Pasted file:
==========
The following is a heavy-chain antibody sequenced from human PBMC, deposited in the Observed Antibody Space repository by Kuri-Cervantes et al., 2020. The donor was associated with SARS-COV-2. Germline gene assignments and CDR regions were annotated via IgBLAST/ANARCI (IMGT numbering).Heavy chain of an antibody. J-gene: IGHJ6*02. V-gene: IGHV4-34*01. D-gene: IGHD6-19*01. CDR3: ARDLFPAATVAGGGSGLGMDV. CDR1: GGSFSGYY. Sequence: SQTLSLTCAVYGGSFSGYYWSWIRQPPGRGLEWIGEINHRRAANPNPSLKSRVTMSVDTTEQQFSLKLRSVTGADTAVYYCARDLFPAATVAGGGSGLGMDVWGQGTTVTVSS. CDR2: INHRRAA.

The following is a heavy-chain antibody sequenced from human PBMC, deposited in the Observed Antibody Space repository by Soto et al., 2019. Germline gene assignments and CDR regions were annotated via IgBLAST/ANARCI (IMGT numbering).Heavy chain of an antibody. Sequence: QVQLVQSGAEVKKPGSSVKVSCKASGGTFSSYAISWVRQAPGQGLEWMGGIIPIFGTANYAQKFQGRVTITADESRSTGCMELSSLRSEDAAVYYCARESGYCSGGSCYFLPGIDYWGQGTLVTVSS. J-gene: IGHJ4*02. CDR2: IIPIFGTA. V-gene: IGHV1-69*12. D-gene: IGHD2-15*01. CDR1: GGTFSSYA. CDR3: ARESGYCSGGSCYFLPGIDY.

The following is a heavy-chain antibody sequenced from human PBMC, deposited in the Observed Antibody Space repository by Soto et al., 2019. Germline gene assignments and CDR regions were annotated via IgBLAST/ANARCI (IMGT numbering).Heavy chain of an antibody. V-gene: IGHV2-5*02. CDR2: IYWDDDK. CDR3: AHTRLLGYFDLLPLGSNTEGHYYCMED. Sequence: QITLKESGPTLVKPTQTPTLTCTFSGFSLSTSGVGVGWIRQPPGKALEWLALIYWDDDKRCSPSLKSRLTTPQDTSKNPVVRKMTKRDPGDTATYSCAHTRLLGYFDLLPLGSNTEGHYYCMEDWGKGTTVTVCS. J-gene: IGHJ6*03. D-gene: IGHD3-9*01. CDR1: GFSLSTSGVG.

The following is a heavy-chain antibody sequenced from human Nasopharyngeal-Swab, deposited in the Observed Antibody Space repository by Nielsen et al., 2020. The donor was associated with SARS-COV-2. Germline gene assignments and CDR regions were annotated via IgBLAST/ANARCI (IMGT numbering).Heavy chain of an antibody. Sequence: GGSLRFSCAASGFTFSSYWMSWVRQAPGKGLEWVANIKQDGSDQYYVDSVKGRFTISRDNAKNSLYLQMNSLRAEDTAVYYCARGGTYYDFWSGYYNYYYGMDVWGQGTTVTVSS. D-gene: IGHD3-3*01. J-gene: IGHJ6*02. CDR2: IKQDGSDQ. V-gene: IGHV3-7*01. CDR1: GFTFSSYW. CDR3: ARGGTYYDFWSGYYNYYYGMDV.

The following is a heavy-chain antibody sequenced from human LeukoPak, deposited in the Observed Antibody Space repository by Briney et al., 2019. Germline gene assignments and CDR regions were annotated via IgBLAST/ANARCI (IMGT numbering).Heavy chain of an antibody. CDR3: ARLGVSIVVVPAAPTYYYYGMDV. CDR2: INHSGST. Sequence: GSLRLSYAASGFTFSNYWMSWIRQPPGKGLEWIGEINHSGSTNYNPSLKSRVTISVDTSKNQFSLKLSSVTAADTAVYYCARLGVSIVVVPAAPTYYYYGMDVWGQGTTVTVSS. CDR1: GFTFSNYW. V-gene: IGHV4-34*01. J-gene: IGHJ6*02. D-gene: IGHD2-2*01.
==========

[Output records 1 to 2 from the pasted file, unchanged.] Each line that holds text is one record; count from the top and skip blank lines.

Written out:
The following is a heavy-chain antibody sequenced from human PBMC, deposited in the Observed Antibody Space repository by Kuri-Cervantes et al., 2020. The donor was associated with SARS-COV-2. Germline gene assignments and CDR regions were annotated via IgBLAST/ANARCI (IMGT numbering).Heavy chain of an antibody. J-gene: IGHJ6*02. V-gene: IGHV4-34*01. D-gene: IGHD6-19*01. CDR3: ARDLFPAATVAGGGSGLGMDV. CDR1: GGSFSGYY. Sequence: SQTLSLTCAVYGGSFSGYYWSWIRQPPGRGLEWIGEINHRRAANPNPSLKSRVTMSVDTTEQQFSLKLRSVTGADTAVYYCARDLFPAATVAGGGSGLGMDVWGQGTTVTVSS. CDR2: INHRRAA.

The following is a heavy-chain antibody sequenced from human PBMC, deposited in the Observed Antibody Space repository by Soto et al., 2019. Germline gene assignments and CDR regions were annotated via IgBLAST/ANARCI (IMGT numbering).Heavy chain of an antibody. Sequence: QVQLVQSGAEVKKPGSSVKVSCKASGGTFSSYAISWVRQAPGQGLEWMGGIIPIFGTANYAQKFQGRVTITADESRSTGCMELSSLRSEDAAVYYCARESGYCSGGSCYFLPGIDYWGQGTLVTVSS. J-gene: IGHJ4*02. CDR2: IIPIFGTA. V-gene: IGHV1-69*12. D-gene: IGHD2-15*01. CDR1: GGTFSSYA. CDR3: ARESGYCSGGSCYFLPGIDY.